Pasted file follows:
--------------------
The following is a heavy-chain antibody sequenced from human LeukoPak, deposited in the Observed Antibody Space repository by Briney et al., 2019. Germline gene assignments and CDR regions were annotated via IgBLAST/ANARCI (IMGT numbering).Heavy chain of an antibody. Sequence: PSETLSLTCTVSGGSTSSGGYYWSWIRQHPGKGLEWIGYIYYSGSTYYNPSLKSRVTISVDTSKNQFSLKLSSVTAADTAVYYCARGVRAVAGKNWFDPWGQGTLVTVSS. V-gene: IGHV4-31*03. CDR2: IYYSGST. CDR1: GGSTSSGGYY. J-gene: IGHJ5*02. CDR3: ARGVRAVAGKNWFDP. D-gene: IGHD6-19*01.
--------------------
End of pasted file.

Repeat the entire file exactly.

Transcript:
The following is a heavy-chain antibody sequenced from human LeukoPak, deposited in the Observed Antibody Space repository by Briney et al., 2019. Germline gene assignments and CDR regions were annotated via IgBLAST/ANARCI (IMGT numbering).Heavy chain of an antibody. Sequence: PSETLSLTCTVSGGSTSSGGYYWSWIRQHPGKGLEWIGYIYYSGSTYYNPSLKSRVTISVDTSKNQFSLKLSSVTAADTAVYYCARGVRAVAGKNWFDPWGQGTLVTVSS. V-gene: IGHV4-31*03. CDR2: IYYSGST. CDR1: GGSTSSGGYY. J-gene: IGHJ5*02. CDR3: ARGVRAVAGKNWFDP. D-gene: IGHD6-19*01.